The Monarch butterfly (Danaus plexippus) is a well-known North American butterfly. Its wings feature an easily recognizable orange and black pattern. The females have darker veins on their wings, and the males have a spot in the center of each hindwing from which pheromones are released.
Monarchs are especially noted for their lengthy annual migration. They make massive southward migrations from August through October. A northward migration takes place in the spring. Female Monarchs deposit eggs for the next generation during these migrations. The population east of the Rocky Mountains overwinters in Michoac·n, Mexico, and the western population overwinters in various sites in central coastal California, United States, notably in Pacific Grove and Santa Cruz. The length of these journeys far exceeds the lifetime of a Monarch (lives four days as egg, two weeks as caterpillar, ten days as chrysalis, and two to six weeks as a butterfly). The last generation of the summer lives up to 7 months, during which it flies to the overwinter location. This generation does not reproduce until it leaves the overwinter location the following spring. How the species manages to return to the same overwintering spots over a gap of several generations is still a subject of research; the flight patterns are inherited, based on a combination of circadian rhythm and the position of the sun on the sky. A recent study suggests that butterflies have special ultraviolet photoreceptors that provide them with a sense of direction. This is one of the few insects to manage transatlantic crossings. A few Monarchs turn up in the far southwest of Great Britain in years when the wind conditions are right. Monarchs can also be found in New Zealand during summer, but are absent the rest of the year.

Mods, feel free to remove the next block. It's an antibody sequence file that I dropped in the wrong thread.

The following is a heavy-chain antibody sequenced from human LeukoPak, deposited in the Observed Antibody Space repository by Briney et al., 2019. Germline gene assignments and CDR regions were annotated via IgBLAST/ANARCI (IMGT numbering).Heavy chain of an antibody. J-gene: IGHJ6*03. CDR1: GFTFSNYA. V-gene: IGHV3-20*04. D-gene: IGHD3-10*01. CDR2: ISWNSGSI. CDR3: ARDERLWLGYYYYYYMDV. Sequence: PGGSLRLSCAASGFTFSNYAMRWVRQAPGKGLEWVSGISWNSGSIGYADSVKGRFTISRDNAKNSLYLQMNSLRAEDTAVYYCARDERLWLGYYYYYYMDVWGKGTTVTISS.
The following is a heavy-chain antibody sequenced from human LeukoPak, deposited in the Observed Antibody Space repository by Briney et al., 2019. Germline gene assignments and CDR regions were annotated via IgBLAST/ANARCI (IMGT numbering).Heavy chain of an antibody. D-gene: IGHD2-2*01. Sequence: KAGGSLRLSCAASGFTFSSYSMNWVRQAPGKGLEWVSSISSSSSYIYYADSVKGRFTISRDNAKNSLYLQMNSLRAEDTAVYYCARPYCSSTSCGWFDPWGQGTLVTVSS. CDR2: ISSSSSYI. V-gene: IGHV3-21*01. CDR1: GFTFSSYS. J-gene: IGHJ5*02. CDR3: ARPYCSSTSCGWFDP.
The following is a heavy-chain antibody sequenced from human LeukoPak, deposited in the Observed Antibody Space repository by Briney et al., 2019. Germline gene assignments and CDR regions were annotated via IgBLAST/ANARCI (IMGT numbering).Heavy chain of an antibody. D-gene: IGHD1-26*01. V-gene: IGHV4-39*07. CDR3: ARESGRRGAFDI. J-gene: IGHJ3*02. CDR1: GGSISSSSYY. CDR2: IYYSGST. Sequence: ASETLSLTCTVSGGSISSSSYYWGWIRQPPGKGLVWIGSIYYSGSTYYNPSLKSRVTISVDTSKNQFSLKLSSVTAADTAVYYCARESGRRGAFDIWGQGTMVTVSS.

On the island of Hawaii no migrations have been noted. Monarchs will live a life of six to eight weeks in a garden having their host asclepias plants and sufficient flowers for nectar. This is especially true if the flower garden happens to be surrounded by native forest that seems to be lacking in flowers.